With His New Novel, Matthew Amster-Burton Trades Food for Music

Matthew Amster-Burton’s switch from mainstream publishing to Kickstarter got him a best-seller and a movie option

Matthew Amster-Burton’s new novel, Our Secret Better Lives, returns readers to the grunge era, focusing on Northwest kids stuck in Los Angeles while the whole world is going crazy over Pearl Jam. A former Seattle magazine contributor, Amster-Burton is known for his culinary writing and Spilled Milk podcast with Orangette’s Molly Wizenberg. His Pretty Good Number One: An American Family Eats Tokyo was a big seller—with 25,000 copies sold in Japan and a few thousand in the U.S.

This is his first novel—but his fifth book, and the third one funded via a Kickstarter campaign. In all, he’s raised $16,700 to fund three books, which sold a collective 32,000 copies.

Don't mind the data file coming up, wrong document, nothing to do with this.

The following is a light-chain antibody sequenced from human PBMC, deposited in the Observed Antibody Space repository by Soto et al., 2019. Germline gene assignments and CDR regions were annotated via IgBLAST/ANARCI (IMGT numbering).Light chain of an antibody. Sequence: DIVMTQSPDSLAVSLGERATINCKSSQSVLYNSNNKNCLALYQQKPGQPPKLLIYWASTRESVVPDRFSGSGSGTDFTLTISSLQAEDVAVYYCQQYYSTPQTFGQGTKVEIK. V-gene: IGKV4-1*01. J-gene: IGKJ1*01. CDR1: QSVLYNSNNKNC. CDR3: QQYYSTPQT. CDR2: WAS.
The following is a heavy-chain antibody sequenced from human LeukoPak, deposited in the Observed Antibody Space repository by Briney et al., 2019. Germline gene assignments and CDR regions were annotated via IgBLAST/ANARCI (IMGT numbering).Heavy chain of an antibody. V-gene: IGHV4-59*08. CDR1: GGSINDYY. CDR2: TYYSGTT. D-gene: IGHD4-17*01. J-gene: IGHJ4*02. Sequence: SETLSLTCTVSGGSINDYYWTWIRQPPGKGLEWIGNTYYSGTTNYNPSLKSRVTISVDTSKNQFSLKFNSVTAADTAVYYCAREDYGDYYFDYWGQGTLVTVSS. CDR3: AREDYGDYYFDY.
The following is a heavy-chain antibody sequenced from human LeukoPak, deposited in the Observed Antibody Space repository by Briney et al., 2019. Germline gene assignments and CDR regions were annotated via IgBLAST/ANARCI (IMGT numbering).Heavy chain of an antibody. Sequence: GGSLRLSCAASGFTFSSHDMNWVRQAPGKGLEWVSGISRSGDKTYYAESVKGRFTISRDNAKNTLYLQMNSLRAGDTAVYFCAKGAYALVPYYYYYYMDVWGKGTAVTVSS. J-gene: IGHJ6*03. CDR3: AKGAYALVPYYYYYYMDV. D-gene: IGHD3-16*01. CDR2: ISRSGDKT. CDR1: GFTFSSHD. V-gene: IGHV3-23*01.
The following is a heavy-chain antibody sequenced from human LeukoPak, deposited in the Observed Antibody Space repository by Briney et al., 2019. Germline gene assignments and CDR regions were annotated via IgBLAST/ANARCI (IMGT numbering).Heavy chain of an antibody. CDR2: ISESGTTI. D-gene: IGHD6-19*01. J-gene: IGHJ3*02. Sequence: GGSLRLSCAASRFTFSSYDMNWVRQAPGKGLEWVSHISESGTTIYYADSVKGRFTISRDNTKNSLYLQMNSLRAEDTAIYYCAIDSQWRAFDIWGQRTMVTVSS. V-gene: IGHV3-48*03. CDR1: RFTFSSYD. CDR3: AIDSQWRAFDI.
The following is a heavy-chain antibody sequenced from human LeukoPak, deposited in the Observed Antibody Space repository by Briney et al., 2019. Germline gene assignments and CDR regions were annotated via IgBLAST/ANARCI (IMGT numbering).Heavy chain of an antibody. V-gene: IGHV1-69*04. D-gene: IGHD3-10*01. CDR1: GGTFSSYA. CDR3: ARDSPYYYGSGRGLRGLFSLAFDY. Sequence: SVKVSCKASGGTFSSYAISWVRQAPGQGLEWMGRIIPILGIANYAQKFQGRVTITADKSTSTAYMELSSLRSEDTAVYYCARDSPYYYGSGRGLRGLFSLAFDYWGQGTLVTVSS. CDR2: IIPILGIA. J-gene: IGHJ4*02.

“My agent wanted me to take Our Secret Better Lives to a small conventional publisher, but I said no,” says Amster-Burton. Even though he received a $35,000 advance when he sold his 2009 memoir Hungry Monkey (“Timely and excellent,” said Anthony Bourdain) to a mainstream publisher, he says he’s had more success launching his books on Kickstarter. And then there’s the movie deal. His Tokyo book was optioned by producers who hired Travis Fine to direct. Fine’s 2012 disco-era movie Any Day Now won awards at the Seattle, Tribeca, Chicago and Woodstock film festivals. Up next? Another grunge-era novel, Verse Chorus Verse, whose title comes from a Nirvana song.

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